In addition, corporate bonds are usually issued in $1,000 amounts, but municipal bonds are usually offered in principal amounts of $5,000. Finally, municipal bonds are traded only on the over-the-counter market, whereas some corporate bonds are listed on exchanges.

*If the municipal bond is a “private purpose” bond, the income is taxable unless specifically exempted. Income from some bonds may be taxable under alternative minimum tax rules.

The Four Most Common Types: Understand Their Differences

  • General Obligation Bonds

The most common type of municipal bond is called the general obligation (GO) bond. These bonds are not tied to a particular community project, and the issuer of the GO bond is obligated to make interest and principal payments on time, which makes them one of the least risky municipal investments.

Backed by the full faith and credit of the issuing government and its taxing power, GO bonds are considered very low risk and thus offer the lowest yields. These bonds must be approved by voters.

  • Revenue Bonds

Backed only by the revenue that is expected to be generated by the facility being built and secured only by a specified revenue source such as highway tolls or airport fees. They are considered somewhat riskier than general obligation bonds and thus usually offer higher yields.

  • Commercial Paper

Short-term debt issued by governments to meet cash-management needs, budget shortfalls, and the like. Typically they are backed by a bank letter of credit and carry maturities of less than nine months. The yields offered are generally low due to their short maturities.

  • Private Activity Bonds

Used to fund private pursuits that qualify under federal law as having a tax-exempt status. They are considered riskier than revenue and general obligation bonds and thus offer higher yields.

Other types of bonds include special tax bonds and industrial revenue bonds, as well as variations on the general obligation bond.

How Municipal Bonds Can Work In Your Portfolio

Municipal bonds usually have a yield several percentage points below the yield on corporate bonds of comparable maturity. This means that a municipal bond can provide comparable after-tax yield as a taxable bond paying a higher interest rate.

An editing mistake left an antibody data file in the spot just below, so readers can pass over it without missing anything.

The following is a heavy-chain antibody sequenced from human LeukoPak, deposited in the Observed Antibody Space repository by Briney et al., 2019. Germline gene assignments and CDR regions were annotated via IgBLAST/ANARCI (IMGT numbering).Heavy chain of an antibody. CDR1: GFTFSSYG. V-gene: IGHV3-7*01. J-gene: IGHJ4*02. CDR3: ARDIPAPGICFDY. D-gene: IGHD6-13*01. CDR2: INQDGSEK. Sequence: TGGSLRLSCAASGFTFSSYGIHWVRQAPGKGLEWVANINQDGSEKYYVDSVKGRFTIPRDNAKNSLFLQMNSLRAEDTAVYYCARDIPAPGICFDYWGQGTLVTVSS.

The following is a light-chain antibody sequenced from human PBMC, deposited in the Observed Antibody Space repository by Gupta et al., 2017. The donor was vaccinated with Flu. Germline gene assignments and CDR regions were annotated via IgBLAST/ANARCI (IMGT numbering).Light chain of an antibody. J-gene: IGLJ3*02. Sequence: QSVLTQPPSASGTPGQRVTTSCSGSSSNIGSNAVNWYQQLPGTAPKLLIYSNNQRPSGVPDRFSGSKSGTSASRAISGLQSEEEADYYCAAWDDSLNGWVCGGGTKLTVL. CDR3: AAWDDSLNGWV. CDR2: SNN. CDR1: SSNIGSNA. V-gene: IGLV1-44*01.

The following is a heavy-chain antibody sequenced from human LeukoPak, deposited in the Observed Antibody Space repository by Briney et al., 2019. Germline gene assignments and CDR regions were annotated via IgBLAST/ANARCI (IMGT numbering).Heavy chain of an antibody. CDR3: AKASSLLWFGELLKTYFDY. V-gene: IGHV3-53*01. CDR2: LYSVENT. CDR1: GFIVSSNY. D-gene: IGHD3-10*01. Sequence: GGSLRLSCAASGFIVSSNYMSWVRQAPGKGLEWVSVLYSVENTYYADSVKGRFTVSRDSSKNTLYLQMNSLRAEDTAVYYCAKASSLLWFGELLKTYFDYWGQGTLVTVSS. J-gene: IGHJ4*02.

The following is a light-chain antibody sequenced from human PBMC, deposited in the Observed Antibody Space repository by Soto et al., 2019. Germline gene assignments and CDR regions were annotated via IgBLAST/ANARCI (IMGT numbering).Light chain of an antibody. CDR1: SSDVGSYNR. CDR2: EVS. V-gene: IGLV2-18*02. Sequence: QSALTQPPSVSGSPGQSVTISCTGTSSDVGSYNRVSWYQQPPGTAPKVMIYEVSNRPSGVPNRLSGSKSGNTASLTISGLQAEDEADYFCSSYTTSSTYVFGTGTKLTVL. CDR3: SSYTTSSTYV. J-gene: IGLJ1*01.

If you are in a high tax bracket, the benefits of using municipal bonds in the bond portion of your portfolio could be impressive.

For example, if your income tax rate is 28%, a municipal bond paying 6% interest may actually be a better investment than a taxable bond paying interest at 8.3% (assuming that the municipal bond is free from federal and state income tax). Consult your tax advisor for more information.

Keep Potential Risks In Mind

With many thousands of municipal bond issues outstanding, keeping track of prices for each on a day-to-day basis is beyond the capabilities of news reporting organizations. Consequently, you won’t see specific municipal bond prices in a newspaper – you will need to consult a bond dealer if you are interested in a specific bond price. And even though municipal bonds are issued in increments of $5,000, the prices are quoted as if they were $1,000 issues.

As with the prices of other types of bonds, municipal bond prices react to changes in interest rates. Short- to intermediate-term bonds are less vulnerable to changing interest rates than longer-term issues, prices of which tend to fluctuate more as rates change.

Municipal bonds also pose credit risks – as became clear when Orange County filed for bankruptcy in 1994. Other risk variables are specific to municipal bonds, such as the potential for future changes in the tax law. (Currently, legislators are debating a proposed “flat tax” that could make municipal bonds less attractive to some investors.)

Some of these risks are lessened by purchasing shares of municipal bond funds, which are inherently diversified. Most municipal bond funds invest in the generally higher-quality, federally tax-free issues of state governments and municipalities. Professional management can save you the hassle of having to research and evaluate the thousands of individual bonds on the market. In addition, lower initial investment requirements help ease accessibility to municipal bonds.

Capital gains distributions from the fund may be taxable. In addition, some bond fund holdings may be subject to the federal alternative minimum tax. Investment return and principal value will fluctuate for municipal bond funds. When redeemed, shares may be worth more or less than the original cost.